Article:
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The perfect Christmas cheeseboard

Updated: Mar 31, 2020


Preparing the perfect Christmas cheeseboard I believe is all about a couple of key components: looks, choice and a variety of textures and tastes.

Looks - We eat with our eyes so yes its got to look great. Cheese luckily comes in various colours, shapes and sizes so its the arranging that can be more challenging. Dried fruit, fresh fruit like figs and a few pieces of chocolate all add to the perfect picture!

Choice - Are you doing cheese from the world? are you going with a Meditteranean platter maybe including cold meats and dips or are you going British? Whatever you do at least three cheeses are important. Another tip is to serve at least one familiar cheese. Most cheese belongs to one of four basic categories: aged, soft, firm or blue. For a good variety, choose at least one from each group. Some examples: Aged: Aged Cheddar, Comte, Goat Gouda Soft: Constant Bliss, Camembert, Brillat-Savarin Firm: Manchego, Mimolette, Parmigiano-Reggiano Blue: Gorgonzola Dolce, Valdeón, Stilton

You can also try selecting cheeses by the type of milk used (cow, goat, sheep). This will ensure a range of different flavors on the plate.

My favourite Cheddars?

Traditionally our British cheese and now there are so many choices. For my festive board I would choose one of these: Black Bomber - just looks so impressive in its wax black jacket, and exudes an intense and strong taste. Cornish Yarg - a delicate, yoghurt cheese, probably the opposite of a black bomber! Very pretty visually as it is wrapped in nettle leaves. Cornish Yarg tends to have a fluffy textured centre with lactic flavours and a buttery, creamy breakdown under the slightly early edible rind. Sussex Charmer - Made by Plaw Hatch Farm, East Sussex, about 10 miles away. The vintage Cheddar is aged for two years and is from cows bred for a richer, creamier milk.

How Much Is Enough?

For a party in which cheese is the main event, plan on buying 3 pounds for 8 people, 6 pounds for 16, or 9 pounds for 24. If cheese is one of many items being served, plan on buying 3 to 4 ounces per person.

According to Carl at Flint & Oak, our local farm shop and Deli in Westerham he lists his favourite British cheeses:

Kingscott Blue - East Sussex - This blue is a lovely semi-soft cheese with a lighter taste than traditional blues and it's brother the 'Kingcote Blue'. Matured for around six weeks it is a lovely example of a Sussex cheese.

including a great selection of cheese

Winterdale Shaw - Kent - The UK's first carbon neutral cheese produced in Wrotham, less than 15 minutes from here. Its is aged in chalk caves on the North Downs giving it a deep complex flavour and savoury, cheese and onion tang, balanced with the rich creaminess of the milk.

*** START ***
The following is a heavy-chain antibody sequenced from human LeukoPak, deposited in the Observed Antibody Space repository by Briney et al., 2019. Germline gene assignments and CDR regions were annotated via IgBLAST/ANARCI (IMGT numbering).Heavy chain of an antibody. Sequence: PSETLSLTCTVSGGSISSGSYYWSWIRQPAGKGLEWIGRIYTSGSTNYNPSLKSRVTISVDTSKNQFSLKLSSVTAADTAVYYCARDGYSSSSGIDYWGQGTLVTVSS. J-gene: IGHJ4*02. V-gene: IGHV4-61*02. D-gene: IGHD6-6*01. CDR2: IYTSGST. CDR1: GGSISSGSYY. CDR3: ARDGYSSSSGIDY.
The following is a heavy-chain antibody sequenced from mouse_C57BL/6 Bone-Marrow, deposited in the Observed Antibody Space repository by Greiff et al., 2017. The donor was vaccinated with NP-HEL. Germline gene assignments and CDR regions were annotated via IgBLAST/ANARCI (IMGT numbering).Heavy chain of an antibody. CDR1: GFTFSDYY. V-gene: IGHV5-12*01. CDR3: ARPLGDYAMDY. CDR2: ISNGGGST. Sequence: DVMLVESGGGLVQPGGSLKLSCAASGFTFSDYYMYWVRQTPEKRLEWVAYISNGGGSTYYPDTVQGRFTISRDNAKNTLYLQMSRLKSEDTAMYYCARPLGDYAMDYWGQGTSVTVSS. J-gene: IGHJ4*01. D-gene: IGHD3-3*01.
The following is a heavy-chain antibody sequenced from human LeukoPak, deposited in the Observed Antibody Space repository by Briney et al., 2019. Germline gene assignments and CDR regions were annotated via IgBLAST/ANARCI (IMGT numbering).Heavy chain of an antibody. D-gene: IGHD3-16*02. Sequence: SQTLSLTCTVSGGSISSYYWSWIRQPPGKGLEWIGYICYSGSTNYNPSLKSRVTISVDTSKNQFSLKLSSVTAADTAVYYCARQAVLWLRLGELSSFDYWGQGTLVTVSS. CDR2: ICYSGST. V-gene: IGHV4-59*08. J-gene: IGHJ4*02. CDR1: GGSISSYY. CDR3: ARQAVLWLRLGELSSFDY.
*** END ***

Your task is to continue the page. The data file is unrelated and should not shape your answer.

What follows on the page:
This is one of my personal favourites!

Beauvale - Nottinghamshire - A British Gorgonzola styled cheese; we love its soft melt-in-the-mouth texture and mellow flavour. Perfect for both Stilton fans and those who prefer a milder blue flavour.

Bix - Oxon - A triple cream, organic soft cheese based on northern French cheeses like Brillat, Savarin or Chaource, the pate is dense and rich with a mouthfeel not unlike butter. The flavours open with hints of yoghurt and grassy sweetness, deepening into toasty notes. The aromas are quite earthy.

Truffle Gloucester - Gloucester - This farmhouse, natural rind, single Gloucester cheese is made using organic milk, before being infused with Truffle Hunter's Minced Black Summer Truffles. The cheese has a striking line of black truffle running through the middle, which allows both the cheese and and the black truffle to express their natural complexities, without overpowering each other.

Rollright - Cotswolds - This cheese follows a process of brine washing the rind to develop its own native yeasts and bacteria, giving the beautiful peachy apricot hue with a taste that is not too strong but resonates a sweet woodland aroma.

Textures and Taste -This is vital with the perfect platter to please all tastes. A cheeseboard is really a 'mini meal' on a plate and one of my favourites on a cosy winter night with a glass of red wine! So accompaniments, breads, crackers (the more shapes and sizes the better), chutneys, fruit (figs, cherries, apples, or pears) and chocolate (dark and some milk with fruit and nut). Try sweet preserves or honey, tart chutneys, and spicy mustards. You can add artichoke hearts, roasted red peppers and caponata. If you have a bit more time, prepare caramelised onions, which complement most cheese plates. Nuts - salty, and sweet work well too! Is there something crunchy, soft, spicy, salty and sweet? If you can answer -Yes- then I would say there is a potentially great platter of food.

Serving Tips

Separate strong-smelling cheeses. If you want to serve a pungent, stinky-socks cheese, place it on a separate plate so it doesn't overpower more delicate ones. Four or five choices are enough! Remove the cheese from the fridge an hour before serving, the cold mutes the cheese flavour.

Spread out the spread. Place the cheese platters and the other nibbles on several tables to avoid guest gridlock. Label each cheese so you won’t need to recite the names all evening. If you like, also jot down a few poetic adjectives describing its flavour.

Remember Christmas cake goes beautifully with a cheese board!

Other ideas

One of my other favourites with cheese is a baked brie or camembert, such an easy and relaxed way of entertaining - lots of delicious serving tips and you don't need to have anything fancy in the way of bakers or gadgets, drop me an email for more recipes and ideas...

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